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to TONMO. I'm very much in favor of having an opportunity to hear some feedback from people who are out on the water as part of their careers.
However, I'd like to request that you pay close attention to the forum rules... some of your posts so far have been either near or over the line of some of them.
In particular, the impression I get is that you are expecting an argument. If this impression is wrong, I apologize, but please make sure to avoid trolls and flamewars.
A second issue, which ties in a bit, is that although we discuss marine conservation here and have a number of people with a great deal of knowledge and passion on the subject, this site is primarily about cephalopods... since fishing, fisheries, marine conservation, marine ecology, and marine ecosystems are often relevant to our discussions, we do have some the "marine conservation" forum to discuss those topics, but this isn't, nor should it be, a site for people to get into arguments or on soapboxes on topics that are outside the scope of cephalopods... there are other, more appropriate web sites to discuss more general issues about such things. I say this because most (all?) of your posts have not mentioned cephalopods at all. Admittedly, some of the posts you've replied to have already strayed pretty far afield of cephalopod-specific issues, but most of the participants are here primarily to talk about cephalopod-related topics, and I haven't seen much from you on that topic.
In that spirit, have you been involved in squid fishing, or fishing with a large bycatch of squid? There have been a number of accounts recently that the movement of Patagonian Toothfish boats further into Antarctic waters has led to many more encounters with the colossal squids (Mesonychoteuthis hamiltonithat prey on the toothfish than have ever been reported before... do you have any experience with the Toothfish fishing industry? I'm not sure if the fishermen see these squids as a nuisance, since they're competing for the same fish, or as "cool! a giant squid!" or what... since this is a very rarely encountered animal, the information reported by fishermen is extremely valuable to scientists studying it... they are the only people who have ever seen live adults of this species, as far as I know.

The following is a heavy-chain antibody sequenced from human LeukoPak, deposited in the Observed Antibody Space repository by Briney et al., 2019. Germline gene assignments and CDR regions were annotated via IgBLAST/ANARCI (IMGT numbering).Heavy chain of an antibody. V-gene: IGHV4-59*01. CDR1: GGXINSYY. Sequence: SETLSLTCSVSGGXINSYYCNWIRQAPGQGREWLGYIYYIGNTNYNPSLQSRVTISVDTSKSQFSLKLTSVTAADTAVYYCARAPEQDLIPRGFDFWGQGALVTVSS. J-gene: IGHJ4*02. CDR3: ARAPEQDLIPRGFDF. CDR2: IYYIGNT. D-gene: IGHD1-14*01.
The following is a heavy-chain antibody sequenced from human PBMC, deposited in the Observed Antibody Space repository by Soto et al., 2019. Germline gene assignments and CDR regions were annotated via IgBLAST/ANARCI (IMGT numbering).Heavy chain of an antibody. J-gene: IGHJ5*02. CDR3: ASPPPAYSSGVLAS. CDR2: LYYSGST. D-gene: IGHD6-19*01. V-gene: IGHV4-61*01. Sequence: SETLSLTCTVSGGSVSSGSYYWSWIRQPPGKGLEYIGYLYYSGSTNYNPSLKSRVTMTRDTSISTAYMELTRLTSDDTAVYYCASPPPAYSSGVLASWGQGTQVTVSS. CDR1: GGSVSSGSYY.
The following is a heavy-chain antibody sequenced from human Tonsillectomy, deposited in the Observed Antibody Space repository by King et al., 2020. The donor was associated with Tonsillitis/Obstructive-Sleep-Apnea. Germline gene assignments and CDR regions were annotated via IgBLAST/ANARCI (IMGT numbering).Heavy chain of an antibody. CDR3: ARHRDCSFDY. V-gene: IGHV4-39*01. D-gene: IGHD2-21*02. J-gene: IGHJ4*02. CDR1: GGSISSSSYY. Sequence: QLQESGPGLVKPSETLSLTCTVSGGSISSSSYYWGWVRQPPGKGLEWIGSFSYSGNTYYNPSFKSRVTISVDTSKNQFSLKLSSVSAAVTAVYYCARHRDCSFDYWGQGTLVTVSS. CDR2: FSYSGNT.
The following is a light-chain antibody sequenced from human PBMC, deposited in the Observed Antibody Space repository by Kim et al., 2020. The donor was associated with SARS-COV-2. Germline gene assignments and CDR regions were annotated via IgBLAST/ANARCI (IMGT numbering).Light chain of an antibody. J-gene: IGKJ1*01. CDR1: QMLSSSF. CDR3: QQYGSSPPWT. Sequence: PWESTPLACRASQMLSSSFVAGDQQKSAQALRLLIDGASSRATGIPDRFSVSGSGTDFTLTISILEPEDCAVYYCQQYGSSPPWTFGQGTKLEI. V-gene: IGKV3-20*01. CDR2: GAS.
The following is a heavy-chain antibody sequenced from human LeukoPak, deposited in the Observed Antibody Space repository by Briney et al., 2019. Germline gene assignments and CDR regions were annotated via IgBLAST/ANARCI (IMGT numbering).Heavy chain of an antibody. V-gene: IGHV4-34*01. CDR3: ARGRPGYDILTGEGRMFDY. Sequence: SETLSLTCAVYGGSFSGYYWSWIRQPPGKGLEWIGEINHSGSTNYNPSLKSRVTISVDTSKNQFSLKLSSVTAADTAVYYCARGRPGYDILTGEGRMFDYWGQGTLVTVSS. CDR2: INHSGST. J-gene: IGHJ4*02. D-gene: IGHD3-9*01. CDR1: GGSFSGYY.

I also don't know if NZ has a significant commercial fishing industry devoted to octopus or cuttlefish... I know there is a large market for those as food in Asia, but not so much NZ proper, so I don't know if NZ fishermen find it worthwhile to catch them for export, or if the market in Asia is already saturated with local cephalopods...